In just three years, Elekta Unity cited over 200 times in Physics in Medicine & Biology journal
The intense interest in the potential of MR-guided radiation therapy spurred researchers to cite – in great numbers in Physics in Medicine & Biology (PMB) – a paper describing the 2017 first-in-human proof-of-concept study involving the prototype of Elekta Unity, the world’s first high-field (1.5T) MR-Linac. The 217 citations of the paper: “First patients treated with a 1.5 T MRI-Linac: clinical proof of a high-precision, high-field MRI guided radiotherapy treatment,”1 earned the authors the PMB citations prize and presentation of the Rotblat Medal.
Citations, in which a paper refers to earlier works, are the means by which authors acknowledge the source of their methods, ideas and findings, and are used a measure of a paper’s significance.
In the study, researchers from University Medical Center Utrecht (UMCU) treated four patients who had lumbar spine bone mets with an IMRT plan created while the patients were on the treatment table and based on online MR images. The investigators found that absolute dose delivered was exceptionally accurate, with deviations ranging from 0.0 percent to 1.7 percent in the isocenter. Portal imaging confirmed that the accuracy of the MRI-based targeting was better than 0.5 mm, ranging from 0.2 mm to 0.4 mm.
“This paper was so widely cited because it describes the key milestone of the first patient treatments on the platform that would become our Elekta Unity system,” says Kevin Brown, Distinguished Scientist at Elekta and a co-author of the paper. “This is significant because many people thought that a high field MRI scanner and a linac could not be integrated.”
The paper demonstrated the feasibility of imaging the patient, adapting the treatment plan and delivering the treatment in a reasonable time frame. An important revelation was the system’s end-to-end accuracy at better than 0.5 mm, Brown adds.
“This is at least as accurate, if not more so, than conventional cone beam CT image guided radiotherapy,” he says. “A lot of people find this level of accuracy surprising. While they naturally expect Elekta Unity to provide far superior soft-tissue visualization via MRI, they also think that this will come at the price of reduced geometrical accuracy – which we found was not the case.”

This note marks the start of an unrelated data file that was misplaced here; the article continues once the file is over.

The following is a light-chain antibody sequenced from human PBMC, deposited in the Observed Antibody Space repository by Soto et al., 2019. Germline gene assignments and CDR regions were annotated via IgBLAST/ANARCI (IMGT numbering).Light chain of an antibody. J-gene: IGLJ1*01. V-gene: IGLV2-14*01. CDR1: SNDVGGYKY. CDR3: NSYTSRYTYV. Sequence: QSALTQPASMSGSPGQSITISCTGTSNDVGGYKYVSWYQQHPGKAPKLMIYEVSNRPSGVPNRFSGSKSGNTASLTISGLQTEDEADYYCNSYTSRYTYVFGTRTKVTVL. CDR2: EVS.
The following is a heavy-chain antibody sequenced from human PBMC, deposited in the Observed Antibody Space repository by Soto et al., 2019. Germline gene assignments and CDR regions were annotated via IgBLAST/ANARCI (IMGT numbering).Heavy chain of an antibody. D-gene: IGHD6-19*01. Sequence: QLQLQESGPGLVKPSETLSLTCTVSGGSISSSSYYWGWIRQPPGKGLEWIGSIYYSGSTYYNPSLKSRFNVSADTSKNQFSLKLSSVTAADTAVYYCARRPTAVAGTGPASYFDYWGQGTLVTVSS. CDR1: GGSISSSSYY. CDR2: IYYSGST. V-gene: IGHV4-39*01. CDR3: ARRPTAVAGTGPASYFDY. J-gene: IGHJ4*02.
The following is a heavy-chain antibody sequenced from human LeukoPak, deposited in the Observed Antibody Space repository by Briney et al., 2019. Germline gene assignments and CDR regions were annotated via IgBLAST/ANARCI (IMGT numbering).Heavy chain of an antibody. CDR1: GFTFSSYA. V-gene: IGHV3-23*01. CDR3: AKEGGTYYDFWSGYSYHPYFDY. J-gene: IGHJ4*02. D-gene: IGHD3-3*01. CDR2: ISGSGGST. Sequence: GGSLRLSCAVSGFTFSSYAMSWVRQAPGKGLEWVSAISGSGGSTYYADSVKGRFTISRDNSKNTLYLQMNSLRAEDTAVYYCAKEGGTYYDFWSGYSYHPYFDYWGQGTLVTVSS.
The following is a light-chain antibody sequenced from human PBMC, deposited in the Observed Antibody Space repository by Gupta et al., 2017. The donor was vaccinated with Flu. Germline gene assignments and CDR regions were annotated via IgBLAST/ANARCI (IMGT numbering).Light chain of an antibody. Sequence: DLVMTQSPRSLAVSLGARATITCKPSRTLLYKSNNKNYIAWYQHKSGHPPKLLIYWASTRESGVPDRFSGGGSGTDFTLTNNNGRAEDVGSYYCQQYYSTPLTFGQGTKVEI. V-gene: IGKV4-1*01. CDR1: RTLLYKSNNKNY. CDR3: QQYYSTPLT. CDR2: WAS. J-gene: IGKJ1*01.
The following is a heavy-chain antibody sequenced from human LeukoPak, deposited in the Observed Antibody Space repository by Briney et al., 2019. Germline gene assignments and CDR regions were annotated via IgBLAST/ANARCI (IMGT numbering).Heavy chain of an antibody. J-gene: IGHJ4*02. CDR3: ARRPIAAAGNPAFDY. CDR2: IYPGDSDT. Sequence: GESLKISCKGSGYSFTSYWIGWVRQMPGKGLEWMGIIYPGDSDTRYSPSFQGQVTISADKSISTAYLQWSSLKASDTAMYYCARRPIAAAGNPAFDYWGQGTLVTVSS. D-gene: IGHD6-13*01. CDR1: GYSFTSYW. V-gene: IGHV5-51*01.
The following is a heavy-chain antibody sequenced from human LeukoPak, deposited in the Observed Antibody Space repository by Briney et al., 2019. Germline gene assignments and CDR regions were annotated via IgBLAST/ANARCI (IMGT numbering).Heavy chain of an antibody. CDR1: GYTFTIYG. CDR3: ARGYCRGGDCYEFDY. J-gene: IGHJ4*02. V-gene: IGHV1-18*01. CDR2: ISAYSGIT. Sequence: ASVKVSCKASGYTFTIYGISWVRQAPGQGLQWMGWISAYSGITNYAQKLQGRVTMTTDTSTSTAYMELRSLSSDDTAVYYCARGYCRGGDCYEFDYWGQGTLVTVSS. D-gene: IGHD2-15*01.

New functionality on the way
Continually improving Elekta Unity is a priority for the company and Comprehensive Motion Management functionalities will be released soon. This innovation will facilitate radiation delivery only when the system determines the target is within user-defined tolerances. The tolerance check is completely automated and performed in real time using dual-plane cine imaging.
“This technique could allow treatment delivery to be more precise and enable users to more confidently reduce margins – permitting further reduction of the dose delivered to healthy tissues or increased dose to the target,” Brown says. “We also are investing significantly in functionality to simplify and accelerate the workflow. For example, we are investing in AI-based autosegmentation. The high-quality images allow the algorithms to produce results that our users find quite exciting.”
Many Elekta Unity users are also enthused about the prospect of using imaging biomarkers acquired on Unity to determine the individual response to treatment and to adapt the treatment accordingly, he adds.
“While this is still a work-in-progress, Elekta Unity is a perfect platform for this research and many users are routinely acquiring these imaging biomarkers as part of their patients’ treatments,” Brown observes. “These results will be analyzed with respect to patient outcomes and then be used to develop trials to demonstrate the benefits of this type of intervention. Once proven, we can deploy these techniques across the entire Unity installed base.”
Currently, 22 Elekta Unity systems are clinically operational around the world and more than 2,000 patients have been treated. The system has been used to treat over 30 different anatomical sites.
Click here to learn more about the 2020 winners of the Rotblat Medal.
1. Raaymakers BW, Jürgenliemk-Schulz IM, Bol GH, et al. First patients treated with a 1.5 T MRI-Linac: clinical proof of concept of a high-precision, high-field MRI guided radiotherapy treatment. Phys Med Biol. 2017 Nov 14;62(23):L41-L50. doi: 10.1088/1361-6560/aa9517. PMID: 29135471.